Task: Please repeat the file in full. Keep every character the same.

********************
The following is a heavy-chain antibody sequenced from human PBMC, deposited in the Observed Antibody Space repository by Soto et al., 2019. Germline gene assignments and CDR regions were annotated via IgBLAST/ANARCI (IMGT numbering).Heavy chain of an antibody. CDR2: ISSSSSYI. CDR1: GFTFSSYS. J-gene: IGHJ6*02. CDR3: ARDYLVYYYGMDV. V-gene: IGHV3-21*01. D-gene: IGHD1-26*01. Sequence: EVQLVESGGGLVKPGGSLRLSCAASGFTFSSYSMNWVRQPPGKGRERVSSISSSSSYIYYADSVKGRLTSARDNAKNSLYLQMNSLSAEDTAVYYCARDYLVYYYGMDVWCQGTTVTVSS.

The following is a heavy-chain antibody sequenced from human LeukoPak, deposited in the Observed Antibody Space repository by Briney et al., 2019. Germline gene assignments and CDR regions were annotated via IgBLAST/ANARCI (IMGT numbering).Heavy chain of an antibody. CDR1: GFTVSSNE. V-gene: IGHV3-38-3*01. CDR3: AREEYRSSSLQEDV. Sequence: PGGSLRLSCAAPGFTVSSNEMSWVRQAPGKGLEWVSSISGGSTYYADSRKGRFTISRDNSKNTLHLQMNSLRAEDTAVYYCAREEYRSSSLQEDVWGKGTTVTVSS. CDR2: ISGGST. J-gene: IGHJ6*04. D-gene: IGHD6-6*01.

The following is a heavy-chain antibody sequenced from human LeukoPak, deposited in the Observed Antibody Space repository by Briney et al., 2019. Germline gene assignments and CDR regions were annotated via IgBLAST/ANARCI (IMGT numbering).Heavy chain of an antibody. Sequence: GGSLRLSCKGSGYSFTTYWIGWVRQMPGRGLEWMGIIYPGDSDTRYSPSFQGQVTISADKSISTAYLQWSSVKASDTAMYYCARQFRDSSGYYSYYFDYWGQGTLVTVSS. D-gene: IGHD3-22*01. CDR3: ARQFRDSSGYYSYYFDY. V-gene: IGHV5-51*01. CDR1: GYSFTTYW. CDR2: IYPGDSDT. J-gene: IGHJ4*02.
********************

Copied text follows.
The following is a heavy-chain antibody sequenced from human PBMC, deposited in the Observed Antibody Space repository by Soto et al., 2019. Germline gene assignments and CDR regions were annotated via IgBLAST/ANARCI (IMGT numbering).Heavy chain of an antibody. CDR2: ISSSSSYI. CDR1: GFTFSSYS. J-gene: IGHJ6*02. CDR3: ARDYLVYYYGMDV. V-gene: IGHV3-21*01. D-gene: IGHD1-26*01. Sequence: EVQLVESGGGLVKPGGSLRLSCAASGFTFSSYSMNWVRQPPGKGRERVSSISSSSSYIYYADSVKGRLTSARDNAKNSLYLQMNSLSAEDTAVYYCARDYLVYYYGMDVWCQGTTVTVSS.

The following is a heavy-chain antibody sequenced from human LeukoPak, deposited in the Observed Antibody Space repository by Briney et al., 2019. Germline gene assignments and CDR regions were annotated via IgBLAST/ANARCI (IMGT numbering).Heavy chain of an antibody. CDR1: GFTVSSNE. V-gene: IGHV3-38-3*01. CDR3: AREEYRSSSLQEDV. Sequence: PGGSLRLSCAAPGFTVSSNEMSWVRQAPGKGLEWVSSISGGSTYYADSRKGRFTISRDNSKNTLHLQMNSLRAEDTAVYYCAREEYRSSSLQEDVWGKGTTVTVSS. CDR2: ISGGST. J-gene: IGHJ6*04. D-gene: IGHD6-6*01.

The following is a heavy-chain antibody sequenced from human LeukoPak, deposited in the Observed Antibody Space repository by Briney et al., 2019. Germline gene assignments and CDR regions were annotated via IgBLAST/ANARCI (IMGT numbering).Heavy chain of an antibody. Sequence: GGSLRLSCKGSGYSFTTYWIGWVRQMPGRGLEWMGIIYPGDSDTRYSPSFQGQVTISADKSISTAYLQWSSVKASDTAMYYCARQFRDSSGYYSYYFDYWGQGTLVTVSS. D-gene: IGHD3-22*01. CDR3: ARQFRDSSGYYSYYFDY. V-gene: IGHV5-51*01. CDR1: GYSFTTYW. CDR2: IYPGDSDT. J-gene: IGHJ4*02.